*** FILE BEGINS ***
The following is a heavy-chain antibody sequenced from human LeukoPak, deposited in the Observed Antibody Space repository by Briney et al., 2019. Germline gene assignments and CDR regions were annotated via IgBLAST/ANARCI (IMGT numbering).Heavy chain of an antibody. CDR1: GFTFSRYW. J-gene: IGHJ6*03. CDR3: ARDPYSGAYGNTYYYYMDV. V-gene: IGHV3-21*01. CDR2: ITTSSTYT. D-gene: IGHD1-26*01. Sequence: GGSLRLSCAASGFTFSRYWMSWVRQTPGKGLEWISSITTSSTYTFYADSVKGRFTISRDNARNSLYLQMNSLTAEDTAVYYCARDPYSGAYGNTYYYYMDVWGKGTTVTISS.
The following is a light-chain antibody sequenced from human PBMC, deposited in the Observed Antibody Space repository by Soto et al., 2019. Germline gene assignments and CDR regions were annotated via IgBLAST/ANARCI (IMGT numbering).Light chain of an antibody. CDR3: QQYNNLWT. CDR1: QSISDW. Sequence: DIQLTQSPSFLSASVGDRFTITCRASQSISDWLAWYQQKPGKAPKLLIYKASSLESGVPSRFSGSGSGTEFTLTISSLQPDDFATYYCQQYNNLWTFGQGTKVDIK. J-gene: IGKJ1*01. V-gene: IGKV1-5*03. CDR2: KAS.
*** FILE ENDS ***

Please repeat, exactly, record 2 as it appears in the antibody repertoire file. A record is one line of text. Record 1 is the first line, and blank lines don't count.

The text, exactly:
The following is a light-chain antibody sequenced from human PBMC, deposited in the Observed Antibody Space repository by Soto et al., 2019. Germline gene assignments and CDR regions were annotated via IgBLAST/ANARCI (IMGT numbering).Light chain of an antibody. CDR3: QQYNNLWT. CDR1: QSISDW. Sequence: DIQLTQSPSFLSASVGDRFTITCRASQSISDWLAWYQQKPGKAPKLLIYKASSLESGVPSRFSGSGSGTEFTLTISSLQPDDFATYYCQQYNNLWTFGQGTKVDIK. J-gene: IGKJ1*01. V-gene: IGKV1-5*03. CDR2: KAS.